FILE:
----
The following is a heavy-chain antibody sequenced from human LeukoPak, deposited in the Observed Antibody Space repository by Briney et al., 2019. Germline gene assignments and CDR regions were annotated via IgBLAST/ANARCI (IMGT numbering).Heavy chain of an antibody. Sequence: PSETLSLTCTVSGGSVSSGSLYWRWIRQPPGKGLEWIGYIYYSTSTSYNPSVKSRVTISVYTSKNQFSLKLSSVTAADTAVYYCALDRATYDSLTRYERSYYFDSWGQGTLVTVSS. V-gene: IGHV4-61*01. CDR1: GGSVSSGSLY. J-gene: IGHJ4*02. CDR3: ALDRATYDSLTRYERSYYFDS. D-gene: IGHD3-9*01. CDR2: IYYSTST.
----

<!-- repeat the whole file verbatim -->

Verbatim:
The following is a heavy-chain antibody sequenced from human LeukoPak, deposited in the Observed Antibody Space repository by Briney et al., 2019. Germline gene assignments and CDR regions were annotated via IgBLAST/ANARCI (IMGT numbering).Heavy chain of an antibody. Sequence: PSETLSLTCTVSGGSVSSGSLYWRWIRQPPGKGLEWIGYIYYSTSTSYNPSVKSRVTISVYTSKNQFSLKLSSVTAADTAVYYCALDRATYDSLTRYERSYYFDSWGQGTLVTVSS. V-gene: IGHV4-61*01. CDR1: GGSVSSGSLY. J-gene: IGHJ4*02. CDR3: ALDRATYDSLTRYERSYYFDS. D-gene: IGHD3-9*01. CDR2: IYYSTST.